"I sort of inadvertently became a vegan in my 20s," baker Thomas Kamholz tells SFR. "I'd been dabbling in it, thinking about it, and I had a friend staying with me up in Boulder, Colorado. They're vegetarian and ended up cooking dinner every night, so I realized that, after about a week had gone by and I hadn't eaten any meat, I felt so much better."

This was in the early aughts. Since then, Kamholz moved to Santa Fe, and in November he opened up his pickup and delivery-based Plantita Vegan Bakery (1314 Rufina Circle, Suite A3, 646-701-3616) with more astounding results than the even the vegan set might expect.

Courtesy Plantina Vegan Bakery

Now, as Kamholz ups his game, adding more customers, considering a possible expansion to pop-up events and personally delivering some of the best bagels and empanadas in town, it's a smart time to offer Santa Fe a piece of advice: Vegan or not, put this bakery on your radar.

But let's go back a bit, to Cleveland, Ohio, where a teenage Kamholz started working in restaurants as a busser and later, a cook. Eventually, he'd move to Colorado, where he worked in the kitchen of a small café attached to a bookstore and where he'd fall in love with baking.

"I just mostly prepped stuff and made soups, and we had this small deli menu and a full bakery," he says. "So at some point, someone quit, and they needed someone to make muffins. I wasn't really a home baker, but I thought to myself, 'I can make muffins!' And that's how I learned baking."

Kamholz returned home to Cleveland for a time, where he'd work at yet another bakery, this one vegan. He picked up most of the vegan cooking skills he uses to this day, but he also grew tired of working for others.

"I realized I loved working with food, but working for myself…how could I do that?" he says.

By then, he'd already planned to move to Santa Fe with his partner. While living in Boulder, Kamholz had traveled down regularly to perform as DJ Attentat at various events promoted by local cohort Team Everything. So, after kicking around ideas like a bicycle-propelled vegan food cart, a homemade tempeh business (think of tempeh like a fermented tofu, people who've never had it) and a possible wholesale baked goods business, Kamholz ultimately chose to stay small at first, developing recipes with almond milk and cashew yogurt, baking treats to order and refining his menu. Plantita Vegan Bakery has since quietly grown into something truly special.

You'll find bagels, empanadas, handpies, galettes, muffins and more on the menu, and not one of them is made with eggs or milk—y'know, in case you didn't know what vegan means. Kamholz also offers ready-to-bake pizza and cookie doughs, full-sized pies and other seasonal or holiday items like Irish soda bread, and he tells SFR he might broaden offerings even further down the road. Most items are available for pickup or delivery (an extra $5) within three days of placing an order; often, Kamholz says, he can be quicker, though you should certainly not pressure him to rush his craft. He's closed on Sundays and Mondays.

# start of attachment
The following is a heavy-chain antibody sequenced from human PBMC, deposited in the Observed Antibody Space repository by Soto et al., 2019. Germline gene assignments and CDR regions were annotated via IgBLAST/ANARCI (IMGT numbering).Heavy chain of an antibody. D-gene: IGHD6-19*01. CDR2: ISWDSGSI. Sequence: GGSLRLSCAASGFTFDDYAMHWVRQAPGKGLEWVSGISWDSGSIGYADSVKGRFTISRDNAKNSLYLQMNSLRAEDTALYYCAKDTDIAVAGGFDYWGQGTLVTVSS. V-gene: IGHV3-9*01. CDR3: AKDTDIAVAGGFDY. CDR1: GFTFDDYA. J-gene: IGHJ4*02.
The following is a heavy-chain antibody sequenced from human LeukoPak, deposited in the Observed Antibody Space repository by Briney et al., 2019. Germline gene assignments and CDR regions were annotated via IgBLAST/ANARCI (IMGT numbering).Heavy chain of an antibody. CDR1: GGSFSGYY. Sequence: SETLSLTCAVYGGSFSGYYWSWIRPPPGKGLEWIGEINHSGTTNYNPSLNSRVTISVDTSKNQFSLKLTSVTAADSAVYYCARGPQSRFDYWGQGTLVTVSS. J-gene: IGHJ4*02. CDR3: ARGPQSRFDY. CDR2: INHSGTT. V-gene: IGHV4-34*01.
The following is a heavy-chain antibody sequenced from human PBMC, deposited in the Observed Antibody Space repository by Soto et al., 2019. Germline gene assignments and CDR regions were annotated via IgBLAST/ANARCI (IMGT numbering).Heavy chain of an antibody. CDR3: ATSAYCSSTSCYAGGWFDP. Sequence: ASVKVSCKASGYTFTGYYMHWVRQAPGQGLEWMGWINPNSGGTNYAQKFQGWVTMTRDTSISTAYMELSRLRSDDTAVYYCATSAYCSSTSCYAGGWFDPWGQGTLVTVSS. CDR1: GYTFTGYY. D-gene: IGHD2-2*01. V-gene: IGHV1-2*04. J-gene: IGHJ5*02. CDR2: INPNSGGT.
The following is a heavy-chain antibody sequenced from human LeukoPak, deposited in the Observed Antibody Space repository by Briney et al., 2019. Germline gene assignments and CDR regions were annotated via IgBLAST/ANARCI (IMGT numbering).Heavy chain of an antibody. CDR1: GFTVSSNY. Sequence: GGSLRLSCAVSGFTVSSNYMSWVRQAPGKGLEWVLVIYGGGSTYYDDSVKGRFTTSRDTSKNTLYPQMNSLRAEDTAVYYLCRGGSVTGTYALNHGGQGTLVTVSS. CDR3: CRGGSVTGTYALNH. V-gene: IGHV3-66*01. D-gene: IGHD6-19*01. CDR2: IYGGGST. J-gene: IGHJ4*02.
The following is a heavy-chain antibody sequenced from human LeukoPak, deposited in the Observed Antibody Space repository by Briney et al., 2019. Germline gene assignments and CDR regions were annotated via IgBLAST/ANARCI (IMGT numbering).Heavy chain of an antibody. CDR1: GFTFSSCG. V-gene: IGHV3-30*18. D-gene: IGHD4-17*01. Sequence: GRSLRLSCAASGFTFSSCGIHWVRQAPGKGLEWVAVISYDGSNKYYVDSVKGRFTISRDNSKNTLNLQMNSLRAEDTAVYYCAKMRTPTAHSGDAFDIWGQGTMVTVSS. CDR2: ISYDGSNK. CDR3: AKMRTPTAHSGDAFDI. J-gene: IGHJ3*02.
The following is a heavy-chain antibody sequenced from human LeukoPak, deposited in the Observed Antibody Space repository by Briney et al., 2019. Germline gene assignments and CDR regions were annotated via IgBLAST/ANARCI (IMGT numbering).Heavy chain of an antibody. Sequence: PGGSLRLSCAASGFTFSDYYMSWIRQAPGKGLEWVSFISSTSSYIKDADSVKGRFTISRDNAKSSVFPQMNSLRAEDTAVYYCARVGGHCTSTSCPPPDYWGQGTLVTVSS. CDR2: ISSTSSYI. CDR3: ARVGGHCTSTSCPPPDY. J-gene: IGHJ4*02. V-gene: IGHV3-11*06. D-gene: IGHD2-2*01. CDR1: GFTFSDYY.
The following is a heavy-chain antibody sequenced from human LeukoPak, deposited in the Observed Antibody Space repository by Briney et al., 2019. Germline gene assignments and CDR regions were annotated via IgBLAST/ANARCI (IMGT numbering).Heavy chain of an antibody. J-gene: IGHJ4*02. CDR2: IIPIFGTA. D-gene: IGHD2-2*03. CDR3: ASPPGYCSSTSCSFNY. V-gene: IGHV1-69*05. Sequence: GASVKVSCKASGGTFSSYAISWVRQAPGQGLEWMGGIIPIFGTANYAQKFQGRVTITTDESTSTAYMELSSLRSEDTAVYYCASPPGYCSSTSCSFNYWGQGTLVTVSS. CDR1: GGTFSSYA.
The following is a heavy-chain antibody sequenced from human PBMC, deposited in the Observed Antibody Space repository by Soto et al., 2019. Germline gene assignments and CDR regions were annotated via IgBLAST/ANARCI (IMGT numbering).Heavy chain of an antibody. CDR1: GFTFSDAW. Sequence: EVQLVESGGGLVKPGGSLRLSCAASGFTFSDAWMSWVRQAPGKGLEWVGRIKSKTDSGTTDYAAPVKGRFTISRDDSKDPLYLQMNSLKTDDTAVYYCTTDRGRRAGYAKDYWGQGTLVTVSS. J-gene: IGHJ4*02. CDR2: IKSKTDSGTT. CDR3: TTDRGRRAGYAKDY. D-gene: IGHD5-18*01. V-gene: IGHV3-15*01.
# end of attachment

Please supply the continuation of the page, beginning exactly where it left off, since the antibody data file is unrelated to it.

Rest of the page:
I sampled Kamholz's green chile bagels, pot pie empanadas and chocolate chip cookies, and all three are beyond satisfying and delicious. First things first—no, these aren't New York bagels, people from New York who always have something to say about bagels. They're still tasty and enticingly chewy with just enough of a spicy kick from the chile to have the right New Mexico flair. Eaten in tandem with the savory pot pie empanadas, these doughy little bastards are a straight-up revelation.

Kamholz somehow found a way to make his pot pie empanadas—made with peas, onion, carrots, potato and a proprietary vegan gravy—taste enough like the pot pie I know from childhood without a trace of meat. It's an amazing feat of baking, but also a good little piece of information for people who struggle with the ethics or health concerns of eating meat and can't seem to break the spell.

Kamholz's chocolate chip cookie is a brilliant dessert, as well, and straddles that soft/crispy line all good chocolate chip cookies should find. He says it's about ingredients like coconut sugar, which bakes up a nice crunch on the outside while leaving the inside soft. Do they taste exactly like a dairy-based chocolate chip cookie? No. They're better. They definitely have a different flavor profile than most other cookies, if that's a concern.

Nevertheless, as folks spurn meat more and more and terms like "plant-based" get thrown around, a slightly different taste from a baker with health and ethics on the mind is a real treat. Just know Plantita's offerings aren't gluten-free—Kamholz isn't sure where the assumption that all vegan food is gluten-free came from, but he wants to be sure folks know. Besides, there's Revolution Bakery for gluten-free treats.

"The one thing I know I can do that has an impact is to be vegan," Kamholz says. "The ethical treatment of animals, the environmental implications…it feels like a good option for anyone who wants to have an impact."